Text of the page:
It’s tough enough being on the road for business, much less having a family at home to take care of. The guilt we lay on ourselves can often fill up another suitcase, so it’s especially heart-breaking when our kids lay on the guilt, as well.
My daughter was famous for this. At any time – and usually when I was at my most tired state of body and mind – I could hear, “It’s because you’re never home!” These words literally felt like a stab to my heart. Even though my kids are now in their 20’s, I still remember these days like they were yesterday.
I have always wished that there had been two of me, one to stay at home with the family and one to be traveling. Since cloning of people wasn’t an option, I packed my bag and off I went. I love my kids, love my work, love the travel and love the income that has been able to provide well for us. I just don’t love the pang of feeling my own self-inflicted guilt or hearing the “because you’re never home” words.
I did several things that helped keep the connection with all of us. So much more can be done with the technology available today. Here are a few ideas if you find yourself in this gut-wrenching situation:
- Bring your kids along if and when you can. Bring your spouse, nanny or other caregiver to be with them while you’re working. Or ask your hotel’s concierge for assistance in bringing in a trustworthy, proven, recommended child care provider to be with them at the hotel.
I would bring along the kids’ nanny, arrange for room service to be brought in at lunch time and then spend the evening with them, keeping the working hours as limited as possible. This works well when the kids were on a school break and are old enough to keep themselves occupied with games and movies.
One of my kids’ first stays was at a Holiday Inn in Minneapolis. For months after that, every time they’d see a Holiday Inn sign, they’d yell “Minneapolis!” no matter what city we were in.
Hotels with kitchens or kitchenettes are great because you can bring in a few of their favorite food items and keep things in the refrigerator. A favorite hotel when bringing along the kids is the Residence Inn and similar type of property.
- Try to work your schedule to be home on their important days – birthdays, first day of school, etc. Also read up on 3 Simple Ways to Take the Pain Out of Business Travel – for Traveling Moms.
- Set up Skype-time in the evenings to talk about their day, go over homework, plan the next day and just talk. Give each child their own time with you on the phone, even set up different calls for each one (kids love a special call just for them).
- Have one-on-one time with each child when you are home. Take them out to breakfast or lunch or go shopping. Again, they love private time with mom. This is also the time when any issues brewing with your child hopefully come out so you can address them when you’re having a relaxed time together.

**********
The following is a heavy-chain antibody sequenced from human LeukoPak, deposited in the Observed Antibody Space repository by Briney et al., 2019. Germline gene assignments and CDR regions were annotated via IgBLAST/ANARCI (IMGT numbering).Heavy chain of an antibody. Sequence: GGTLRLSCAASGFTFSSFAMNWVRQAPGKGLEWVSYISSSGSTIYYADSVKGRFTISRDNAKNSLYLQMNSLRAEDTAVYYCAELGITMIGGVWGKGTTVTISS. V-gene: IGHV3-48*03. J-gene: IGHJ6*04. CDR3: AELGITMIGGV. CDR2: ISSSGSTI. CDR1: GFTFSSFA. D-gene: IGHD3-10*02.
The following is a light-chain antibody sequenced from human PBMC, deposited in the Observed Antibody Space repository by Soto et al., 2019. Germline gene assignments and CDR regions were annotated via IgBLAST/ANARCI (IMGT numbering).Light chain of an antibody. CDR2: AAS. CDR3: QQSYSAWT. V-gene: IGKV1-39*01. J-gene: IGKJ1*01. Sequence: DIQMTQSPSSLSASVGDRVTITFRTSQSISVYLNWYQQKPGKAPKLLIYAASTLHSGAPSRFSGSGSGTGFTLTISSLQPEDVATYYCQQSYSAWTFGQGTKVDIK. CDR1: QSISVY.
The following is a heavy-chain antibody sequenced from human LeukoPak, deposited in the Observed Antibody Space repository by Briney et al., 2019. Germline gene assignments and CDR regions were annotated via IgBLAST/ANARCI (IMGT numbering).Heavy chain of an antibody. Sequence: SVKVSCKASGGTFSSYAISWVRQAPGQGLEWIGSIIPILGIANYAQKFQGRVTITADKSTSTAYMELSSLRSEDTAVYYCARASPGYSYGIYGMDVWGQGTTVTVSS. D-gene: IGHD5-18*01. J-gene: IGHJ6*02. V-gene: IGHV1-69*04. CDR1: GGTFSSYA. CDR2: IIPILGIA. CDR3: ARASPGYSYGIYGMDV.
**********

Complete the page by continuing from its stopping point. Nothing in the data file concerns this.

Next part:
- Go over your schedule with them as to the actual hours that you’ll really not be available to them while you’re away. For example, if you weren’t traveling, you’d see them at breakfast and dinner and a few hours in the evenings. The rest of the time, they’d be in school and you’d be at an office. For each day away, this might add up to maybe 4-5 hours that you’re not with your family (realistically even less if your kids are anything like mine and love to hide away in their bedrooms).
Replace this with a call in the morning before school, and a longer Skype session in the evening. Yes, you have a deficit of a dozen hours or so for the days you’ll be away, but that’s a much easier amount of time to bear than saying it was an entire four days that you’re weren’t around.
- Talk with your children’s teachers and agree on a communication method. Some schools offer online access to homework assignments and upcoming projects, which is great whether you’re on the road or not. Otherwise, arrange for emails or phone calls on a regular basis. Even though your kids may not like you communicating with their teachers, it is a great way to keep on top of schoolwork and helps squash your child’s excuse that they didn’t get a project done because mom wasn’t around to remind them of it.
- Come up with alternatives to some of your business trips. Teleconferences, working at home when your project or tasks will allow it, and brainstorming alternative ways to be efficient with the travel while getting your work accomplished are all ideas that usually can reduce the travel a bit.
For example, I was implementing inventory control systems for years. I found that most companies really struggled with managing their inventory counts once the implementation had been completed.
Instead of me traveling back and forth to these companies for further work, I created a business model for assisting companies remotely, a few hours each week per company. This was less overwhelming to them, we could really focus on constant improvements, and it allowed me to work from home more often.
If you’re not sure if your boss will go with the idea of less travel, read the The 4-Hour Workweek by Tim Ferris. There are tons of great ideas on how to approach more remote work with your employer.
There’s no way to remove all of the guilt we moms inflict upon ourselves as we stare out the plane window flying away from home or sitting in our hotel room at night after a long day of business meetings. Hopefully these ideas will plant some seeds on ways that you and your kids can stay more connected even when miles physically separate you.
And if you want to know how my kids turned out, even with a mom who traveled much of their lives – well, they’re wonderful adults now, independent, hard-working, well-traveled, and a true joy to be with. And my daughter, who could really throw the heart-wrenching daggers when she was a teenager, now considers me her best friend.
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